The UK & US Don’t Care About The Pope’s Chagos Islands Quip

Pope Francis’ Chagos Islands quip is being interpreted by Mauritius as a sign of support for its ICJ- and UNGA-backed claims to the archipelago that the UK arbitrarily partitioned from the then-colony just a few years before independence, but neither London nor Washington care what the Pope says since the strategically positioned island of Diego Garcia fulfills much too important of a purpose in ensuring their control over the Afro-Asian (“Indian”) Ocean for them to bend to global opinion on this issue and return the territory to its rightful owners.

The UK’s partition of the Chagos Islands from Mauritius and subsequent removal of its indigenous inhabitants during the Old Cold War is one of the least-known historical injustices of the 20th century, though it’s recently gained a lot of international attention following the International Court of Justice’s non-binding ruling earlier this year that London return control of the archipelago to its rightful owners and the UN General Assembly’s support of the same. Pope Francis appeared to touch on this issue by referring to the territory by its rightful name of the Chagos Islands instead of the “British Indian Ocean Territory” that London calls it during his brief visit to Mauritius, which still lays claim to it on the basis that it was illegally separated from the then-colony in contravention of the international standard that colonial borders were supposed to remain as they were during the granting of independence instead of being arbitrarily changed by the colonizer for self-interested reasons.

The UK didn’t just undertake its moves for the sake of it, but in order to preserve its control over the strategically positioned island of Diego Garcia that fulfills much too important of a purpose in ensuring its control over the Afro-Asian (“Indian”) Ocean, which is also directly relevant to American interests as well after it leased the island to Washington shortly after Mauritius’ independence. Both Great Powers have proven time and again that they aren’t swayed by global opinion and are unwilling to sacrifice their strategic interests in order to give their soft power a short-time boost. It doesn’t matter to them what the ICJ ruling was, what the UNGA said, or especially (and definitely for Trump) what Pope Francis says. Mauritius must be aware of this reality but is still hoping to capitalize on the pontiff’s quip in order to continue keeping the Chagos Islands issue in the media. Simply put, even if the UK unexpectedly agreed to return the islands to Mauritius, the US military wouldn’t let them because they can’t abandon their “unsinkable aircraft carrier”.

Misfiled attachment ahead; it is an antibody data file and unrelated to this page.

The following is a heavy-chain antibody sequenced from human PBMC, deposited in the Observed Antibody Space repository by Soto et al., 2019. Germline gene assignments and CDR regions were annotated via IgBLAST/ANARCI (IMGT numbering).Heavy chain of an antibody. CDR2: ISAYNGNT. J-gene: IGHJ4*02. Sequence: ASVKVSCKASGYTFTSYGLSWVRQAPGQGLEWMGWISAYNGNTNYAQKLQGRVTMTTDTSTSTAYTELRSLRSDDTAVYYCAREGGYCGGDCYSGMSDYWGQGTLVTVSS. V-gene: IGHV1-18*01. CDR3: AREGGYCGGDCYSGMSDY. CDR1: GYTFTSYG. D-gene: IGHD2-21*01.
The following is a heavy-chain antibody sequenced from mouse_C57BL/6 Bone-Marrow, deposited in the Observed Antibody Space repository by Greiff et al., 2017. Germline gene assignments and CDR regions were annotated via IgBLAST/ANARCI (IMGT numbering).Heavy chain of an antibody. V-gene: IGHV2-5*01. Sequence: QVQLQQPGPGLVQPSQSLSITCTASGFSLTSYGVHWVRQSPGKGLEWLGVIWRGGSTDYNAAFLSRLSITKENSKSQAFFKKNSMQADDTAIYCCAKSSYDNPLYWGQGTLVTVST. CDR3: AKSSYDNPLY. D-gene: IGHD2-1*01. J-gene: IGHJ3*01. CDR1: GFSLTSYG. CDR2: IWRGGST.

This brings to mind the larger issue at play, namely the contrast between geopolitical realities and international law. Theoretically speaking, every state should abide by the agreed-upon principles enshrined in the UN Charter that they all officially endorse, yet without credible enforcement mechanisms, these said principles are merely “guidelines” for ensuring some degree of predictable behavior by the vast majority of states powerless to defy the Great Powers (who are usually the enforces, whether unilaterally or multilaterally) without consequence. The moral of the story is that Mauritius might never reunite with the Chagos Islands irrespective of how much international soft power support they receive since the ICJ, UNGA, and Pope Francis can’t forcibly evict the UK and US from the territory. When it comes to unresolved territorial disputes, however unfortunate it is to accept, the fact of the matter is that “might makes right” and that only the powerful are able to get their way. This isn’t an endorsement of that reality, but just a recognition thereof, which isn’t likely to change anytime soon.

DISCLAIMER: The author writes for this publication in a private capacity which is unrepresentative of anyone or any organization except for his own personal views. Nothing written by the author should ever be conflated with the editorial views or official positions of any other media outlet or institution.

 

 

 

Comments are closed.